DEC Environmental Conservation Police Officer Highlights, for Mid-July

DEC Environmental Conservation Police Officer Highlights

ECO Actions for Mid-July



New York State Department of Environmental Conservation (DEC) Environmental Conservation Police Officers (ECOs) enforce the 71 Chapters of NY Environmental Conservation Law (ECL), protecting fish and wildlife and preserving environmental quality across New York.

In 2018, the 288 ECOs across the state responded to 21,668 calls and worked on cases that resulted in 20,665 tickets or arrests for crimes ranging from deer poaching to solid waste dumping, illegal mining, the black market pet trade, and excessive emissions violations.

If you witness an environmental crime or believe a violation of environmental law occurred, please call the DEC Division of Law Enforcement hotline at 1-844-DEC-ECOS (1-844-332-3267).

“From Montauk Point to Mount Marcy, from Brooklyn to Buffalo, the ECOs patrolling our state are the first line of defense in protecting New York’s environment and our natural resources, ensuring that they exist for future generations of New Yorkers,” said DEC Commissioner Basil Seggos. “They work long and arduous hours, both deep in our remote wildernesses and in the tight confines of our urban landscapes. Although they don’t receive much public fanfare, the work of our ECOs is critical to achieving DEC’s mission to protect and enhance our environment.”

Recent missions carried out by ECOs include:


Osprey Rescued from Burning Nest – Richmond County

On July 17, ECO Taylor Della Rocco was called to Fresh Kills Landfill on Staten Island to assist with an injured osprey. The osprey’s nest was atop a telephone pole when a pair of live wires set the nest on fire. FDNY responded to the fire and ECO Della Rocco assisted with rescuing the young osprey. Although the juvenile osprey had some burnt feathers, it was healthy enough to fly away without difficulty. ECO Brendan Dickson arrived and the ECOs searched the surrounding area for any other ospreys that could have been affected by the fire. The officers located a second osprey nearby with serious burns and lost feathers, unable to fly. The ECOs captured and safely transported the injured osprey to The Raptor Trust in New Jersey for rehabilitation, where it is recovering. The other juvenile is being monitored in its natural habitat to ensure it has no lingering effects from its injuries.


Leadership and Law Academy Outreach – Orange County

On July 17, ECOs Ricky Wood and Corey Hornicek attended the annual Leadership and Law outreach program at Pine Bush High School, an elective program focusing on government, economics, and the criminal justice system that students attend for school credit. The 14-day paramilitary program is taught by Town of Crawford Police Officers, United States Army personnel, and high school social studies teachers. During their presentation, ECOs Wood and Hornicek brought K-9 Deming and demonstrated bear meat detection, spent shell casing detection, and police dog obedience training. The officers also shared a brief history of Environmental Conservation Police Officers, who have been serving New York since 1880, and answered students’ questions. The class gives each student a full awareness of the variety of first responder and law enforcement jobs offered throughout the state.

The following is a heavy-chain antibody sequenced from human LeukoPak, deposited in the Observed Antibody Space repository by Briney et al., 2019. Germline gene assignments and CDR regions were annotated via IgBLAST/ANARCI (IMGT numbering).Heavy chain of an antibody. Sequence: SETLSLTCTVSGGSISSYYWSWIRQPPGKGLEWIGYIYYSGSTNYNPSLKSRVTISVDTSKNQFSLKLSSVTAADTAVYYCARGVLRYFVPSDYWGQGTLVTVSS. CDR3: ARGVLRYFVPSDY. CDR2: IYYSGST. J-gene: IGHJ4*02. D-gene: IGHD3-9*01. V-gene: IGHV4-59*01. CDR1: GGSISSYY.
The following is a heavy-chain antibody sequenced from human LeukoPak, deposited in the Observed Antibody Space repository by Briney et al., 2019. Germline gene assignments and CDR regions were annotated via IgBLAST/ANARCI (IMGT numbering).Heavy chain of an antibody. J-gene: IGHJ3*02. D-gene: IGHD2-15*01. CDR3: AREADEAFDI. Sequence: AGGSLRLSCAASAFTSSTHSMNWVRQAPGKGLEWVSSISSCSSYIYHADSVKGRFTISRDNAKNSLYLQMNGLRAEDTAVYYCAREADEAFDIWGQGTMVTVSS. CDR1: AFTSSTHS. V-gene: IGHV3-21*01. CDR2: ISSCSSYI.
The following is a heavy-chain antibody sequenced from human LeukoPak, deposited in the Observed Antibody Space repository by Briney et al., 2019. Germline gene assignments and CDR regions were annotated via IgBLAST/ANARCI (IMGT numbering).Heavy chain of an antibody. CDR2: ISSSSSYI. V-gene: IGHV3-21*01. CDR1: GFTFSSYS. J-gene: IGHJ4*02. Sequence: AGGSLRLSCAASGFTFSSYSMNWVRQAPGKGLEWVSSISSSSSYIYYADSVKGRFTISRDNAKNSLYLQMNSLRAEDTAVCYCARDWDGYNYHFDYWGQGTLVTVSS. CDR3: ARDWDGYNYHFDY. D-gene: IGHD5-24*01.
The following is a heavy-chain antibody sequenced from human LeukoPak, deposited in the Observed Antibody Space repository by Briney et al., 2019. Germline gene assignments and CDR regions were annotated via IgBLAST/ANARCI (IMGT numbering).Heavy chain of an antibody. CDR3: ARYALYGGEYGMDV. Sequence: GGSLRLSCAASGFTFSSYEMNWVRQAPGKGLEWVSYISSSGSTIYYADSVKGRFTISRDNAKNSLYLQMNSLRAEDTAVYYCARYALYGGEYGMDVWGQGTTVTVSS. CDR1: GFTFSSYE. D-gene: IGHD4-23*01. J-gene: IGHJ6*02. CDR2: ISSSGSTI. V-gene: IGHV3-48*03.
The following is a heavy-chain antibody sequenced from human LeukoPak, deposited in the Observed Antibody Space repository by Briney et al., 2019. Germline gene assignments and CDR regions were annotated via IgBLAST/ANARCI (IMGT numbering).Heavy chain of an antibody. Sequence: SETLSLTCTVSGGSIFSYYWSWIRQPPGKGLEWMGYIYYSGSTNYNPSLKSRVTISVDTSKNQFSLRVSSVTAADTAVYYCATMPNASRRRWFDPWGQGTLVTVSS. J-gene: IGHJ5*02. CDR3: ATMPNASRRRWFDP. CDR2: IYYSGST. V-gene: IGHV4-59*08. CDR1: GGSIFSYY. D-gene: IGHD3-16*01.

Students sitting in the grass while an ECO and his dog answer questions with an ECO Police vehical in the foreground
ECO Wood and K-9 Deming answering questions

Trapped Blue Heron – Delaware County

On the evening of July 19, ECO Nathan Doig responded to a call at Columbia Lake in the town of Deposit for a blue heron stuck in a beaver trap. Upon his arrival, a licensed Nuisance Wildlife Control Operator permitted to have a beaver trap was in the process of releasing the heron. ECO Doig checked on the heron the following day and captured the bird, which turned out to have suffered a broken leg. The officer brought it to Friends of the Feathered and Furry rehabilitators, who were able to splint the leg. The bird is expected to be released when it has fully recovered. No charges were filed against the nuisance trapper.


A great blue heron standing tall in a beige crate with a splinted leg
Great Blue Heron with splinted leg

Campground Chaos – Warren County

Between July 20 and 22, ECOs responded to several complaints of an intoxicated subject causing a disturbance and arguing with his girlfriend at the Hearthstone Point State Campsite in Lake George. On July 22, ECOs evicted the man from the campground. On July 25, ECO Marcia Goodrich along with Lts. Rob Higgins and Ben Bramlage responded to a report that he had returned to the campground. They found his girlfriend’s campsite vacant but a nearby camper advised the officers that the man had fled as patrol vehicles approached. The subject was located by the officers a short time later hiding in a bathroom stall and was arrested for trespassing and campground violations. He was arraigned at the Lake George Town Court and remanded to the Warren County Jail. On July 27, ECO Matt Krug responded to assist Warren County Sheriff’s Deputies with a subject causing a disturbance and damaging property in the Lake George Battleground State Campsite. ECO Krug arrived to find the same subject that had been arrested two days earlier at Hearthstone Point. His girlfriend had moved her campsite to the Battleground Campsite, where the subject went after being released from jail. The man was arrested, charged with Criminal Mischief and campground violations, and again sent to the Warren County Jail to await arraignment.


Author: Harlem Valley News